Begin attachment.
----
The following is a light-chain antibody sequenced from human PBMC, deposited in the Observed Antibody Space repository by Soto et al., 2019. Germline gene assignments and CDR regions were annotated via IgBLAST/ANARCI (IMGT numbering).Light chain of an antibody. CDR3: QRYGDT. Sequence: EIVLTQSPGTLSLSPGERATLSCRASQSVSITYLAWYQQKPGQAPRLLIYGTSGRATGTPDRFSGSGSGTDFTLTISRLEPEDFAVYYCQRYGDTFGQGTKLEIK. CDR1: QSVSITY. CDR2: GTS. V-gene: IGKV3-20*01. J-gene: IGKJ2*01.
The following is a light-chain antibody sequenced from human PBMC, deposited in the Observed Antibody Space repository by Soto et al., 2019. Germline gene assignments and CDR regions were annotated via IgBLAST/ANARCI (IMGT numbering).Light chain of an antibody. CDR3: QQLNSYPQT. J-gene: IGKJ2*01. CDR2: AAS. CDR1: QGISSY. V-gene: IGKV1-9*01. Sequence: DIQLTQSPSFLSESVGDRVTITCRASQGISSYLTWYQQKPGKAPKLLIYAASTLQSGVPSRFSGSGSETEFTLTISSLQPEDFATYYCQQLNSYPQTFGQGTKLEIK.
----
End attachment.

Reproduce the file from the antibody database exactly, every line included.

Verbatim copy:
The following is a light-chain antibody sequenced from human PBMC, deposited in the Observed Antibody Space repository by Soto et al., 2019. Germline gene assignments and CDR regions were annotated via IgBLAST/ANARCI (IMGT numbering).Light chain of an antibody. CDR3: QRYGDT. Sequence: EIVLTQSPGTLSLSPGERATLSCRASQSVSITYLAWYQQKPGQAPRLLIYGTSGRATGTPDRFSGSGSGTDFTLTISRLEPEDFAVYYCQRYGDTFGQGTKLEIK. CDR1: QSVSITY. CDR2: GTS. V-gene: IGKV3-20*01. J-gene: IGKJ2*01.
The following is a light-chain antibody sequenced from human PBMC, deposited in the Observed Antibody Space repository by Soto et al., 2019. Germline gene assignments and CDR regions were annotated via IgBLAST/ANARCI (IMGT numbering).Light chain of an antibody. CDR3: QQLNSYPQT. J-gene: IGKJ2*01. CDR2: AAS. CDR1: QGISSY. V-gene: IGKV1-9*01. Sequence: DIQLTQSPSFLSESVGDRVTITCRASQGISSYLTWYQQKPGKAPKLLIYAASTLQSGVPSRFSGSGSETEFTLTISSLQPEDFATYYCQQLNSYPQTFGQGTKLEIK.